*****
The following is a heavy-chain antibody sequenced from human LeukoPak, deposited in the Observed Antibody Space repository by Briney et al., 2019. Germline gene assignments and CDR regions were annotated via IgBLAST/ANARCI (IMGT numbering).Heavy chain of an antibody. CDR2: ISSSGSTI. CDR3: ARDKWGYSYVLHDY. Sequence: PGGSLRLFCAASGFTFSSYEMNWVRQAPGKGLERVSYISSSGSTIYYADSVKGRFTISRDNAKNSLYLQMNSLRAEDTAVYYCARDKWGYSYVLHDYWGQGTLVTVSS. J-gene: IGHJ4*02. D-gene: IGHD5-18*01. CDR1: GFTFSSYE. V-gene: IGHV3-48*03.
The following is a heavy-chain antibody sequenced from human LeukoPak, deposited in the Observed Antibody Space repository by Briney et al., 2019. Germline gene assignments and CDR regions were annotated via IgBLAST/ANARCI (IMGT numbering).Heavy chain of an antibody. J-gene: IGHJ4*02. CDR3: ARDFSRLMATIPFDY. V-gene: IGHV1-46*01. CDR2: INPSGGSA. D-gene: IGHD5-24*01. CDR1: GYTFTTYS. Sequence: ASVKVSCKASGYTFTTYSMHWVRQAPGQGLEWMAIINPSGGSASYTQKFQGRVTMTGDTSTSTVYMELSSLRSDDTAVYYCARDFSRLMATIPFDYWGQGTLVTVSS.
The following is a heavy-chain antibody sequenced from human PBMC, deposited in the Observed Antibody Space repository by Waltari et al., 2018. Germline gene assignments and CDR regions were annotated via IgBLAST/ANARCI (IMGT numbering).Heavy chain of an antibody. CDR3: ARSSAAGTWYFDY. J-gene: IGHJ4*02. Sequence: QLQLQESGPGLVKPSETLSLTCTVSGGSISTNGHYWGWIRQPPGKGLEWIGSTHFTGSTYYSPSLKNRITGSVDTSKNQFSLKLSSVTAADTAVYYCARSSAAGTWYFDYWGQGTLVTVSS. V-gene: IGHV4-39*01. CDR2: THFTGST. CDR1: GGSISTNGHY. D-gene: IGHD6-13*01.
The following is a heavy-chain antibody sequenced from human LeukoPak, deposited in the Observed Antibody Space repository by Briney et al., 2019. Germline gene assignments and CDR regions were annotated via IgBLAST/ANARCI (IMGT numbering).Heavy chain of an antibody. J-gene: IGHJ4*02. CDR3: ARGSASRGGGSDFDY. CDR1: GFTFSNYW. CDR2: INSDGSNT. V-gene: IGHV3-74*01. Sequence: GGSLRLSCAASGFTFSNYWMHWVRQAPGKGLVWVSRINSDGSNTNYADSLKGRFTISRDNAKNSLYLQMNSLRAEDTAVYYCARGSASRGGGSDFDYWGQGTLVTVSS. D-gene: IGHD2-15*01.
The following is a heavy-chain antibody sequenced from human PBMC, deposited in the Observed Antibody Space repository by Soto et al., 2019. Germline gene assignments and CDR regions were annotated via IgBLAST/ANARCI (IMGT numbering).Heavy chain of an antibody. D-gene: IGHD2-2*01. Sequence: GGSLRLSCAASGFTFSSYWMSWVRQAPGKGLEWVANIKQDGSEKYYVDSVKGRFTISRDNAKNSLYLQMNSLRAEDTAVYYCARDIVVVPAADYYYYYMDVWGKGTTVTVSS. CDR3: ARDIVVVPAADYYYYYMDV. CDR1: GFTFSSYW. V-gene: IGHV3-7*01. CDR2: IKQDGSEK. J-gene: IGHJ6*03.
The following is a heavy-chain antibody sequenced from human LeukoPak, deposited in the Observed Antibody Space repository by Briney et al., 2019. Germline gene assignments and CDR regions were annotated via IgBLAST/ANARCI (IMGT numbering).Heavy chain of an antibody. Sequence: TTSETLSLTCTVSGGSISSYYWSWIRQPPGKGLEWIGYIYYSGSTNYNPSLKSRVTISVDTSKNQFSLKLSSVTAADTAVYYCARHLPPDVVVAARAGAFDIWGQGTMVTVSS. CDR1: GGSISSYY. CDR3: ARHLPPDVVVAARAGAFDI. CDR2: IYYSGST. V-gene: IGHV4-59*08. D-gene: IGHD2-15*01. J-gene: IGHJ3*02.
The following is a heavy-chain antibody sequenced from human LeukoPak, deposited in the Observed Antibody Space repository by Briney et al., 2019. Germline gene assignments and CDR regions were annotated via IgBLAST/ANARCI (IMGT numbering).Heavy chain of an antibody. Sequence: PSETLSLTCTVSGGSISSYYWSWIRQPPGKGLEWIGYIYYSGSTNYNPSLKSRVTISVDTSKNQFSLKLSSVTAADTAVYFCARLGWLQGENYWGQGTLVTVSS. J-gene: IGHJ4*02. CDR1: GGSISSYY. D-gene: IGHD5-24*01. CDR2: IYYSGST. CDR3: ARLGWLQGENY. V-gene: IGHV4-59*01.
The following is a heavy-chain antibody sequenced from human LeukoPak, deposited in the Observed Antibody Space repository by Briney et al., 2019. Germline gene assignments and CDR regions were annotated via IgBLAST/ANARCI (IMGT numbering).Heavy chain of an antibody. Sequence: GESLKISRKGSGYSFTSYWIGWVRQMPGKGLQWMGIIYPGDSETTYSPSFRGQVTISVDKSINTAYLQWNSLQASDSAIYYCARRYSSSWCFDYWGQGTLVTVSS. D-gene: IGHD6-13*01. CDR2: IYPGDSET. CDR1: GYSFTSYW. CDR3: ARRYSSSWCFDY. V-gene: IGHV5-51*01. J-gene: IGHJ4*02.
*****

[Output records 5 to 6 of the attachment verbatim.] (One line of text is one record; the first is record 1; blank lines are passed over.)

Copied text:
The following is a heavy-chain antibody sequenced from human PBMC, deposited in the Observed Antibody Space repository by Soto et al., 2019. Germline gene assignments and CDR regions were annotated via IgBLAST/ANARCI (IMGT numbering).Heavy chain of an antibody. D-gene: IGHD2-2*01. Sequence: GGSLRLSCAASGFTFSSYWMSWVRQAPGKGLEWVANIKQDGSEKYYVDSVKGRFTISRDNAKNSLYLQMNSLRAEDTAVYYCARDIVVVPAADYYYYYMDVWGKGTTVTVSS. CDR3: ARDIVVVPAADYYYYYMDV. CDR1: GFTFSSYW. V-gene: IGHV3-7*01. CDR2: IKQDGSEK. J-gene: IGHJ6*03.
The following is a heavy-chain antibody sequenced from human LeukoPak, deposited in the Observed Antibody Space repository by Briney et al., 2019. Germline gene assignments and CDR regions were annotated via IgBLAST/ANARCI (IMGT numbering).Heavy chain of an antibody. Sequence: TTSETLSLTCTVSGGSISSYYWSWIRQPPGKGLEWIGYIYYSGSTNYNPSLKSRVTISVDTSKNQFSLKLSSVTAADTAVYYCARHLPPDVVVAARAGAFDIWGQGTMVTVSS. CDR1: GGSISSYY. CDR3: ARHLPPDVVVAARAGAFDI. CDR2: IYYSGST. V-gene: IGHV4-59*08. D-gene: IGHD2-15*01. J-gene: IGHJ3*02.